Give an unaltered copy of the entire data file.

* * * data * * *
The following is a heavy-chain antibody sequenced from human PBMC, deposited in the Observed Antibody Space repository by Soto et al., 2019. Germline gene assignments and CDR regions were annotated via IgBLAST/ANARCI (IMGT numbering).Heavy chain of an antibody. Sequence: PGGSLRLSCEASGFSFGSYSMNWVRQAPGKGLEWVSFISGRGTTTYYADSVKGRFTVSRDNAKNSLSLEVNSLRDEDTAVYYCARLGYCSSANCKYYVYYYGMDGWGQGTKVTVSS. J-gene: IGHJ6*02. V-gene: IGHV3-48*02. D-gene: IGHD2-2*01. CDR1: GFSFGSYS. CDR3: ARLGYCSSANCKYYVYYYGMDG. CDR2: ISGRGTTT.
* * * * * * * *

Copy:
The following is a heavy-chain antibody sequenced from human PBMC, deposited in the Observed Antibody Space repository by Soto et al., 2019. Germline gene assignments and CDR regions were annotated via IgBLAST/ANARCI (IMGT numbering).Heavy chain of an antibody. Sequence: PGGSLRLSCEASGFSFGSYSMNWVRQAPGKGLEWVSFISGRGTTTYYADSVKGRFTVSRDNAKNSLSLEVNSLRDEDTAVYYCARLGYCSSANCKYYVYYYGMDGWGQGTKVTVSS. J-gene: IGHJ6*02. V-gene: IGHV3-48*02. D-gene: IGHD2-2*01. CDR1: GFSFGSYS. CDR3: ARLGYCSSANCKYYVYYYGMDG. CDR2: ISGRGTTT.